Al-Aman Educational and Welfare Trust
A skill development centre located on the edge of a slum near Boopasandra in Bangalore has reached out to several hundred people since its launching last January.
An initiative of the Bangalore-based Al-Aman Educational and Welfare Trust headed by well-known social worker Dr. Mohammed Farooq, a skill development centre located on the edge of a slum near Boopasandra has reached out to several hundred people since its launching last January. Housed in a three-room basement, the centre helps people from economically vulnerable backgrounds with valuable life skills. The centre’s space is also used for Islamic and personality development talks and tutorial classes at the time of examinations.
Presently, the centre offers courses in computers (3 month basic computers course, 3 month tally course, and 6 month networking course), tailoring (one year course) and spoken English and Kannada (6 month course). All the courses are free of cost.
These courses, explains Amina Arshiya, the Trust’s General Secretary, are geared to help people obtain jobs and have a better income. The centre also offers separate English classes for imams and muezzins of mosques, which are conducted by an engineer who studied in an English-medium school and college and later became a scholar from a reputed Arabic college.
Till date, some 450 students have passed out from the centre. Presently, the centre has some 120 students. Around 70% of them are girls and women, and the rest boys. Students range from 16 years to 40 years, says Amina. Most students come from poor families. A few are SSLC pass, and some have received even less formal education.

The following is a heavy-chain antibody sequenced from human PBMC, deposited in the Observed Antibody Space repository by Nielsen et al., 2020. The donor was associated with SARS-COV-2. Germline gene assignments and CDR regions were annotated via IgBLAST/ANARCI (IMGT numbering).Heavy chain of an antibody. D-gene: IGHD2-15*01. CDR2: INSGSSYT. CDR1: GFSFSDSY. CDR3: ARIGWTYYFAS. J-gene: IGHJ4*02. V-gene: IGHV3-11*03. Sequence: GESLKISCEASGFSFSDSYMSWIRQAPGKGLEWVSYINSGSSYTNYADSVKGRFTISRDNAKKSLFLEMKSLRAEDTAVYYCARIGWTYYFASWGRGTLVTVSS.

Stepping into the centre, one is greeted with a very warm welcome. A batch of women is attending the tailoring class, which appears to be a big draw. In many families, only the husband is the bread earner, so it was thought that if the women could get tailoring skills, it would help the family and they could educate their children better. Some women who have done the course have starting stitching clothes at home. A few are working in a boutique and are earning roughly around Rs. 10,000 to 20,000 per month.
Elaborating on the vision behind the centre, Amina says, “Knowledge is the key. Why give a fish and feed someone for one day when we can teach them fishing and enable them to feed themselves for life? Allah has given education a lot of importance. If we can spread education for free, it will be counted in our good deeds because we are not taking a price for it in this world we may be rewarded for it in the Hereafter.”
“The rich and the poor have equal rights over knowledge,” Amina continues.”The underprivileged should not be deprived of knowledge because of lack of money. Seeking knowledge is an obligation on every Muslim. We believe we are just trying to make some Muslim’s obligation a little easier by conducting free courses. We pray that Allah accepts out efforts.”
Amina’s and Mohammed Farooq’s enthusiasm and dedication to the cause they and the other trustees of the Al-Aman Educational and Welfare Trust have taken up is palpable. If others would like to help out, they can do so in many different ways. For instance, they can understand the concept of spreading free education, help with the expenses of the centre and volunteer to teach there and donate sewing machines and computers, not only to the centre but to the beneficiaries as well.
(For more information, contact Mohammed Farooq on 9740125500, 9964908600 Email:[email protected])
(Report by Dolcy and Nigar)